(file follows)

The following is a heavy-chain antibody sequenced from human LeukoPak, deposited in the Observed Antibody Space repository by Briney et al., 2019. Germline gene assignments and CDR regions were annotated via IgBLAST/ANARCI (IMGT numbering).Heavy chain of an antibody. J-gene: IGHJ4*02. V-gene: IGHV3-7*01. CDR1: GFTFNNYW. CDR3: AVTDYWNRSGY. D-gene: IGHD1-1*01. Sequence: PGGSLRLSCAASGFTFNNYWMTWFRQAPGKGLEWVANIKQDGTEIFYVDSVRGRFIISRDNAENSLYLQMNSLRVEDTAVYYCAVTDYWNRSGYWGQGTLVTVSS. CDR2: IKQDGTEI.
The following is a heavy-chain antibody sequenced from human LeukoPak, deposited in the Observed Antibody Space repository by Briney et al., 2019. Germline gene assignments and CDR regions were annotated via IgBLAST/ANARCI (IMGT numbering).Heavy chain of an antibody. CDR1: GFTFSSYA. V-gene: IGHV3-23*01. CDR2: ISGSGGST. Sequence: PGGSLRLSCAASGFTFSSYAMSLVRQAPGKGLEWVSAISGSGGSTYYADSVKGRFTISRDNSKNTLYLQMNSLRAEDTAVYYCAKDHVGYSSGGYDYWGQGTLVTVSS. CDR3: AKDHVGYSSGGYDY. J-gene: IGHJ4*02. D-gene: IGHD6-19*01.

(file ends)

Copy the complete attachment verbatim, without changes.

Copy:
The following is a heavy-chain antibody sequenced from human LeukoPak, deposited in the Observed Antibody Space repository by Briney et al., 2019. Germline gene assignments and CDR regions were annotated via IgBLAST/ANARCI (IMGT numbering).Heavy chain of an antibody. J-gene: IGHJ4*02. V-gene: IGHV3-7*01. CDR1: GFTFNNYW. CDR3: AVTDYWNRSGY. D-gene: IGHD1-1*01. Sequence: PGGSLRLSCAASGFTFNNYWMTWFRQAPGKGLEWVANIKQDGTEIFYVDSVRGRFIISRDNAENSLYLQMNSLRVEDTAVYYCAVTDYWNRSGYWGQGTLVTVSS. CDR2: IKQDGTEI.
The following is a heavy-chain antibody sequenced from human LeukoPak, deposited in the Observed Antibody Space repository by Briney et al., 2019. Germline gene assignments and CDR regions were annotated via IgBLAST/ANARCI (IMGT numbering).Heavy chain of an antibody. CDR1: GFTFSSYA. V-gene: IGHV3-23*01. CDR2: ISGSGGST. Sequence: PGGSLRLSCAASGFTFSSYAMSLVRQAPGKGLEWVSAISGSGGSTYYADSVKGRFTISRDNSKNTLYLQMNSLRAEDTAVYYCAKDHVGYSSGGYDYWGQGTLVTVSS. CDR3: AKDHVGYSSGGYDY. J-gene: IGHJ4*02. D-gene: IGHD6-19*01.